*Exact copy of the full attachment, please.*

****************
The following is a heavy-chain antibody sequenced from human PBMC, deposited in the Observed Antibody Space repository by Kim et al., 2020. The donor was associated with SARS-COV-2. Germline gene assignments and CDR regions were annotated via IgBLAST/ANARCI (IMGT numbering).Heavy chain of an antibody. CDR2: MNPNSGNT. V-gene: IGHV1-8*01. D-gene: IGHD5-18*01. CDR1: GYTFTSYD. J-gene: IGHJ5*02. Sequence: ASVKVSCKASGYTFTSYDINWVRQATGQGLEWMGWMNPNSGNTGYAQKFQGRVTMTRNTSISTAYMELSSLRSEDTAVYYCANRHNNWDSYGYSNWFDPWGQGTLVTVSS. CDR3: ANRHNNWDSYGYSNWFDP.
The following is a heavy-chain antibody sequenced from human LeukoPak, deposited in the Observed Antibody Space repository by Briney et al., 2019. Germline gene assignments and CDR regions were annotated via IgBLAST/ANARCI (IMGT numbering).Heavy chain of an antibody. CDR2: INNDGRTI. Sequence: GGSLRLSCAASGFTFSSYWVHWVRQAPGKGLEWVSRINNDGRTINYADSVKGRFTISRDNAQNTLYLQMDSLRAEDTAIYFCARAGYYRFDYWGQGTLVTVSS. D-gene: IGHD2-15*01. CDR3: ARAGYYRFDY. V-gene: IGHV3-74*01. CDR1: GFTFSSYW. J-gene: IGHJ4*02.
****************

The following is a heavy-chain antibody sequenced from human PBMC, deposited in the Observed Antibody Space repository by Kim et al., 2020. The donor was associated with SARS-COV-2. Germline gene assignments and CDR regions were annotated via IgBLAST/ANARCI (IMGT numbering).Heavy chain of an antibody. CDR2: MNPNSGNT. V-gene: IGHV1-8*01. D-gene: IGHD5-18*01. CDR1: GYTFTSYD. J-gene: IGHJ5*02. Sequence: ASVKVSCKASGYTFTSYDINWVRQATGQGLEWMGWMNPNSGNTGYAQKFQGRVTMTRNTSISTAYMELSSLRSEDTAVYYCANRHNNWDSYGYSNWFDPWGQGTLVTVSS. CDR3: ANRHNNWDSYGYSNWFDP.
The following is a heavy-chain antibody sequenced from human LeukoPak, deposited in the Observed Antibody Space repository by Briney et al., 2019. Germline gene assignments and CDR regions were annotated via IgBLAST/ANARCI (IMGT numbering).Heavy chain of an antibody. CDR2: INNDGRTI. Sequence: GGSLRLSCAASGFTFSSYWVHWVRQAPGKGLEWVSRINNDGRTINYADSVKGRFTISRDNAQNTLYLQMDSLRAEDTAIYFCARAGYYRFDYWGQGTLVTVSS. D-gene: IGHD2-15*01. CDR3: ARAGYYRFDY. V-gene: IGHV3-74*01. CDR1: GFTFSSYW. J-gene: IGHJ4*02.